Deport First, Appeal Later. Nationality immigration and asylum act 2002.
with Ben Amunwa
This bite size webinar will offer an analysis of the recent UK Supreme Court decision on certification of human rights-based deport first, appeal later under section 94B of the Nationality, Immigration and Asylum Act 2002 and potential future trends in the Secretary of State’s use of this power.
Barrister and lecturer Ben Amunwa will set out the practical steps for those whose cases have been affected by the certification power in section 94B NIAA 2002, and will summarise the key points arising in the major decision in R (on the application of Kiarie and Byndloss) v Secretary of State for the Home Department  UKSC 42.
This webinar will provide practitioners with an analytical toolkit for responding to clients whose claims have been affected by the certification power in section 94B NIAA 2002.
The development of guidance that applies more broadly to out-of-country appeals, and judicial reviews of certificates under section 94 and 94B NIAA 2002, will also be considered.
Written and recorded by Ben Amunwa.
Called to the Bar in 2013, Ben enjoys a thriving practice in commercial, civil and public law. He also loves to train lawyers and non-lawyers in a variety of areas of law, putting to work his creative and presentation skills.
Ben runs a popular legal blog, called www.lawmostly.com, which aims to make the law accessible to a wider audience.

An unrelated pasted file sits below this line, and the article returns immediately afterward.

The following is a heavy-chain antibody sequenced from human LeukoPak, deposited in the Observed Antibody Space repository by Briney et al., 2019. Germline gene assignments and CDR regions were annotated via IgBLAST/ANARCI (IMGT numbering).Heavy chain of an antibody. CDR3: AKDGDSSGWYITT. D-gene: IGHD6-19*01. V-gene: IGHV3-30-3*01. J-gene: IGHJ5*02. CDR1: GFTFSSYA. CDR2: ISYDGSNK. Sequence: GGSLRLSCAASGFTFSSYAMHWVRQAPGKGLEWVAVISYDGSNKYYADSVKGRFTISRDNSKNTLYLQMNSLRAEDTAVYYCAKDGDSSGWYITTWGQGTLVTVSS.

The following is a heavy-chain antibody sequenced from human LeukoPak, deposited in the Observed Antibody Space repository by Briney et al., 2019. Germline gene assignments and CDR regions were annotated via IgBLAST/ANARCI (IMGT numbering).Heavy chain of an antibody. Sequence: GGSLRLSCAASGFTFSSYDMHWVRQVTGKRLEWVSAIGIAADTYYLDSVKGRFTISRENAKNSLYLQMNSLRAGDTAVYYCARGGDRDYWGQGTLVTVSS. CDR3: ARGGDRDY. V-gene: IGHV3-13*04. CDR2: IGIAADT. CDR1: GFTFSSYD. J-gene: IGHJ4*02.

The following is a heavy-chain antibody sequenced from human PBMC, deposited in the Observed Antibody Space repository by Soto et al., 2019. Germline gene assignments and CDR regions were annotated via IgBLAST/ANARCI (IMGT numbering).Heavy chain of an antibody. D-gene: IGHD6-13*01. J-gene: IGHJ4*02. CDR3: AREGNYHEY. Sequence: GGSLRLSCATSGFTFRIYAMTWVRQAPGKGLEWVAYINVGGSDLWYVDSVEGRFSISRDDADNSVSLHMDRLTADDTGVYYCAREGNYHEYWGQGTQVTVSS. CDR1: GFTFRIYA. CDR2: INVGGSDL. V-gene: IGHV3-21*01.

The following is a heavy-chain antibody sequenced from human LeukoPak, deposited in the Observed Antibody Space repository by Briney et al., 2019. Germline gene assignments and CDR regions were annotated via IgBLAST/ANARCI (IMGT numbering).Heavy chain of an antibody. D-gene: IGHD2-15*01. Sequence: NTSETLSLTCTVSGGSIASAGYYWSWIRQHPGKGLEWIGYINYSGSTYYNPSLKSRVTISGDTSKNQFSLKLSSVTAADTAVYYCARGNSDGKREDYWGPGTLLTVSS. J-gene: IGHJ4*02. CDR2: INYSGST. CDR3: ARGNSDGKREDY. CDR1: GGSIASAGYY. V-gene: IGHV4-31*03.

His advocacy is praised by Judges, opponents and clients. A member of 36 Civil, Ben is known for his exceptional client care and attention to detail in complex and urgent cases. Ben provides practical, cost-effective and punctual advice to a range of clients, including local authorities, professionals, businesses and individuals.
Before coming to the Bar, Ben spent over a decade in the charity sector supporting individuals in crisis. His experience of management and media enables him to perform calmly under pressure. Clients value his accessible manner and his ability to explain difficult areas of law.
- representing a senior doctor in a race discrimination and harassment claim against an NHS Trust;
- securing a favourable settlement at mediation for a private client in a dispute over the construction of a multi-million pound house;
- successfully defending a teacher who faced regulatory prosecution for alleged professional misconduct over a period of 3 years;
- co-counsel in R (Medical Justice and others) v Secretary of State for the Home Department (2016). As featured in The Guardian, the case challenged the government’s reliance on a restrictive definition of torture to justify immigration detention.
- successfully defending a local authority in a judicial review concerning duties to children in need - R (SC) v London Borough of Ealing  EWHC 2765 (Admin) and representing in Court of Appeal proceedings.